Supreme Court won’t let Trump travel ban hit grandparents

The Supreme Court has rejected the Trump administration’s effort to subject foreigners who are grandparents or cousins of Americans to the president’s travel ban executive order, but the justices will allow the administration to block many refugees for now.

The Trump administration said grandparents, cousins, uncles and aunts did not qualify for a travel ban exemption, which was required by the high court for foreign citizens with close ties to U.S. people or institutions. But a federal judge in Hawaii disagreed with the administration’s interpretation and ordered officials to exempt a broader set of relatives.

The Hawaii judge also said refugees assigned to a U.S. resettlement organization were exempt from the ban. However, the justices put that part of the decision on hold Wednesday pending an appeal. That means the administration can block many refugees as long as they lack other U.S. ties, like relatives here or connections to a U.S. company, school or organization.

The latest version of President Donald Trump’s travel ban executive order sought to put a 90-day hold on issuing visas to citizens of six majority-Muslim countries and halt refugee admissions from around the globe for 120 days.

Two federal appeals courts struck down aspects of Trump’s order, but the Supreme Court agreed in June to allow Trump to enforce the travel ban for the time being as long as people with U.S. ties were exempt.

The court said last month it would hear arguments this fall on the legality of Trump’s policy. Shortly after the latest order emerged Wednesday, the high court announced those arguments will take place Oct. 10.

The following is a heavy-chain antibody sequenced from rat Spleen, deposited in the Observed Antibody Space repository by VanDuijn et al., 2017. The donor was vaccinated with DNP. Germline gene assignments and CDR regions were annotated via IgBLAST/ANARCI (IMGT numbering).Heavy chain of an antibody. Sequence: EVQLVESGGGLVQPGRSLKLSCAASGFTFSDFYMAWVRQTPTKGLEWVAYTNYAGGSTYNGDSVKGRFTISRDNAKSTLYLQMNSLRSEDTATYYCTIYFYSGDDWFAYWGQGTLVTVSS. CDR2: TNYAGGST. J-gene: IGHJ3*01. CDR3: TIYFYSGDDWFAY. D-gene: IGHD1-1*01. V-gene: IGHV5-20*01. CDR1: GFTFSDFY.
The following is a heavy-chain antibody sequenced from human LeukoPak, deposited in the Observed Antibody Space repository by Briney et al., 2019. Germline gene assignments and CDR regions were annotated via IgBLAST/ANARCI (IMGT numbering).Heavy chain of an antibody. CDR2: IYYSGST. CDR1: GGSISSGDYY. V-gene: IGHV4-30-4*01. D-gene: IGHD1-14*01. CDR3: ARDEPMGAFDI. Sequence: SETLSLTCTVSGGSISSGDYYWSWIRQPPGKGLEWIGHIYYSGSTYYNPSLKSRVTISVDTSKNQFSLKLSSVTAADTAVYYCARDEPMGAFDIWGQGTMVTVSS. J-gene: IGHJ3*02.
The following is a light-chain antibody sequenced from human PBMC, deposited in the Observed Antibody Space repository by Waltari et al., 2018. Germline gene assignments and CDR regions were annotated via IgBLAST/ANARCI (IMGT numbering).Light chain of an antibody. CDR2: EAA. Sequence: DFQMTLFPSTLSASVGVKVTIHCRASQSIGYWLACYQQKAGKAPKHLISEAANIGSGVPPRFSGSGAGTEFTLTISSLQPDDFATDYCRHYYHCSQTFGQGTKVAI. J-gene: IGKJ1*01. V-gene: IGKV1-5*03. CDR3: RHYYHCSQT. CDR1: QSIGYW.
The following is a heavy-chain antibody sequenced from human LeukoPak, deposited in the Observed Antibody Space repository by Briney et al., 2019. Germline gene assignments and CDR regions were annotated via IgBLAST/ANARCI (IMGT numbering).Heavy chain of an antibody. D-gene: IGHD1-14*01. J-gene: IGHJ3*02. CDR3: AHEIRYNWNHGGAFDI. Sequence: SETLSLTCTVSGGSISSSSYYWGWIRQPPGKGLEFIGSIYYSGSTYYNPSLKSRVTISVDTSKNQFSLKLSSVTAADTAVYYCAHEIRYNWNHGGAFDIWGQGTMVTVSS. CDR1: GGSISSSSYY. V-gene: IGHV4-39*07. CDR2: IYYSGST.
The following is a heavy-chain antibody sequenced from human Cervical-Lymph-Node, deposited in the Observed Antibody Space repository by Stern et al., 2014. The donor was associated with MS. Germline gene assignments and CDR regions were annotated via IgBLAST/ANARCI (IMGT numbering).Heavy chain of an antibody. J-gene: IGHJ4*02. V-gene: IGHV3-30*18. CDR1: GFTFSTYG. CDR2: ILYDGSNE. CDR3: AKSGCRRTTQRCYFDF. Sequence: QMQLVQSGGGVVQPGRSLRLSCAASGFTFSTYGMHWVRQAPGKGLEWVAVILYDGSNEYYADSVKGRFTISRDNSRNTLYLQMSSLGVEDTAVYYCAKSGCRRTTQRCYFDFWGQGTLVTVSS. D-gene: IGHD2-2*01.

The new ruling handed the Trump administration a partial victory in the sense that the Justice Department prevailed in part of what it was seeking from the high court. But the operative version of Trump’s travel ban policy is now a far cry from what he originally ordered in January. The once-broad order is now subject to a slew of limitations and exclusions imposed by courts or adopted by the administration in the face of legal challenges.

The White House did not immediately respond to a request for comment.

Justice Department spokesman Ian Prior said his agency “looks forward to presenting its arguments to the Ninth Circuit.”

Hawaii Attorney General Doug Chin, whose office filed the suit that led to the broadest injunction, said the Supreme Court order was another rebuke to the White House.

“This confirms we were right to say that the Trump Administration over-reached in trying to unilaterally keep families apart from each other, in violation of the Supreme Court’s prior ruling,” Chin said in a statement.

The high court’s order Wednesday echoed a divide first seen among the justices last month. Three Republican appointees — Justices Clarence Thomas, Samuel Alito and Neil Gorsuch — said they would be more deferential to the administration and allow it to bar grandparents, cousins and the like.

In June, the same three justices joined an opinion saying that Trump’s order should be allowed to take force in full while the Supreme Court considers the legal issues.